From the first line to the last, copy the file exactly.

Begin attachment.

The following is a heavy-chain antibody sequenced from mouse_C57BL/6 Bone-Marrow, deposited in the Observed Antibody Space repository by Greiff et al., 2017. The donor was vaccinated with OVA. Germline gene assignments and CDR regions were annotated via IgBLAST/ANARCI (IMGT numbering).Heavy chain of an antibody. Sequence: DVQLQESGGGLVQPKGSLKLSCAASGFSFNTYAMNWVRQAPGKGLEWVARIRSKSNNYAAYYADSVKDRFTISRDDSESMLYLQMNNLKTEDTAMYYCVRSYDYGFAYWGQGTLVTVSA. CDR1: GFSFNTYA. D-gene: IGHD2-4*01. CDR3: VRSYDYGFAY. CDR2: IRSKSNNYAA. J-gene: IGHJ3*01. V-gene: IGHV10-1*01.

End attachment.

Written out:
The following is a heavy-chain antibody sequenced from mouse_C57BL/6 Bone-Marrow, deposited in the Observed Antibody Space repository by Greiff et al., 2017. The donor was vaccinated with OVA. Germline gene assignments and CDR regions were annotated via IgBLAST/ANARCI (IMGT numbering).Heavy chain of an antibody. Sequence: DVQLQESGGGLVQPKGSLKLSCAASGFSFNTYAMNWVRQAPGKGLEWVARIRSKSNNYAAYYADSVKDRFTISRDDSESMLYLQMNNLKTEDTAMYYCVRSYDYGFAYWGQGTLVTVSA. CDR1: GFSFNTYA. D-gene: IGHD2-4*01. CDR3: VRSYDYGFAY. CDR2: IRSKSNNYAA. J-gene: IGHJ3*01. V-gene: IGHV10-1*01.